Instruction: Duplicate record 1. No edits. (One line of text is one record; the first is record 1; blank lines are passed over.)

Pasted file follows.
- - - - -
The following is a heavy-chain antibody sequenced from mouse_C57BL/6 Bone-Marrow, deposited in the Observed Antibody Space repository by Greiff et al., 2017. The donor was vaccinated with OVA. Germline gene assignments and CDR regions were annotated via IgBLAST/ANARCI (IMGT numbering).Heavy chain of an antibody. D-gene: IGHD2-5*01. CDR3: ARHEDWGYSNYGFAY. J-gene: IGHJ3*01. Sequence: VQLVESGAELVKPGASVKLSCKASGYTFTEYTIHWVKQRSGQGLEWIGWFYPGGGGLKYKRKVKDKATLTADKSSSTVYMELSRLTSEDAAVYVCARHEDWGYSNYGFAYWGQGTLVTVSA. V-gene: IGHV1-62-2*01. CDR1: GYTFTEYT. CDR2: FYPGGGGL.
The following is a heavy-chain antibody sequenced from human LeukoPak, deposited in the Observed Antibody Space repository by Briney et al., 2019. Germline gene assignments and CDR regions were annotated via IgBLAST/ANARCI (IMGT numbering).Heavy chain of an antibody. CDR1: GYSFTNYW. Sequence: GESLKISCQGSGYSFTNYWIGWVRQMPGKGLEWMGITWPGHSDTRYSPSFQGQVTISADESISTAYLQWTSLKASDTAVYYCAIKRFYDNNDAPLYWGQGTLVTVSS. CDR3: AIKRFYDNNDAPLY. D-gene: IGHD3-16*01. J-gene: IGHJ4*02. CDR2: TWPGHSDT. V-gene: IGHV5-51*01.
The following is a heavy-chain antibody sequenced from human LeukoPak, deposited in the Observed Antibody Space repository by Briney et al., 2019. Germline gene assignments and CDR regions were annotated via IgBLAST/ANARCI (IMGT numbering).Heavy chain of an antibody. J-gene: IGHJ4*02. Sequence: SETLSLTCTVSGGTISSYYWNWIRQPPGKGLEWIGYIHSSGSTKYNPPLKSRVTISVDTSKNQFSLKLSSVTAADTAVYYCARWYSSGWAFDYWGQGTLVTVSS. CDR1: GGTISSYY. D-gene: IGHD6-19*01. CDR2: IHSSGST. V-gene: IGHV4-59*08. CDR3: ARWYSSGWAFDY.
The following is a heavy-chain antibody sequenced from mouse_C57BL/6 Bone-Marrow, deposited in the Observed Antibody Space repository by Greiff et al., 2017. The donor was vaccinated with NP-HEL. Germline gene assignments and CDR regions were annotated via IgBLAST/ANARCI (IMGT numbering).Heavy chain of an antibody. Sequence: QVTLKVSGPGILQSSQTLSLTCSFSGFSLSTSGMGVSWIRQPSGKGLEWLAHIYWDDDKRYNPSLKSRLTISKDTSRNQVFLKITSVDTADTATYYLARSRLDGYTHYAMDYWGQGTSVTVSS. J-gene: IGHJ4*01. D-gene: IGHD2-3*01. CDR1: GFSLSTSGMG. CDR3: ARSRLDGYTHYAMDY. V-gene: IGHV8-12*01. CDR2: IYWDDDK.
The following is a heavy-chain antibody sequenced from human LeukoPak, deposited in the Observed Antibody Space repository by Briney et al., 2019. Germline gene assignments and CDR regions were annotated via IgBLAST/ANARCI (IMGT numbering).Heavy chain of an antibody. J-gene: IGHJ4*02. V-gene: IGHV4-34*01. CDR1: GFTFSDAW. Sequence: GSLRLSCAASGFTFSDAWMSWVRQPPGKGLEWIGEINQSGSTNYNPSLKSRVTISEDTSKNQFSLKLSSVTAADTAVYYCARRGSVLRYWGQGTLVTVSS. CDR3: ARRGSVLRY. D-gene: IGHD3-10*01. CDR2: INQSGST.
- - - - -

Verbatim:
The following is a heavy-chain antibody sequenced from mouse_C57BL/6 Bone-Marrow, deposited in the Observed Antibody Space repository by Greiff et al., 2017. The donor was vaccinated with OVA. Germline gene assignments and CDR regions were annotated via IgBLAST/ANARCI (IMGT numbering).Heavy chain of an antibody. D-gene: IGHD2-5*01. CDR3: ARHEDWGYSNYGFAY. J-gene: IGHJ3*01. Sequence: VQLVESGAELVKPGASVKLSCKASGYTFTEYTIHWVKQRSGQGLEWIGWFYPGGGGLKYKRKVKDKATLTADKSSSTVYMELSRLTSEDAAVYVCARHEDWGYSNYGFAYWGQGTLVTVSA. V-gene: IGHV1-62-2*01. CDR1: GYTFTEYT. CDR2: FYPGGGGL.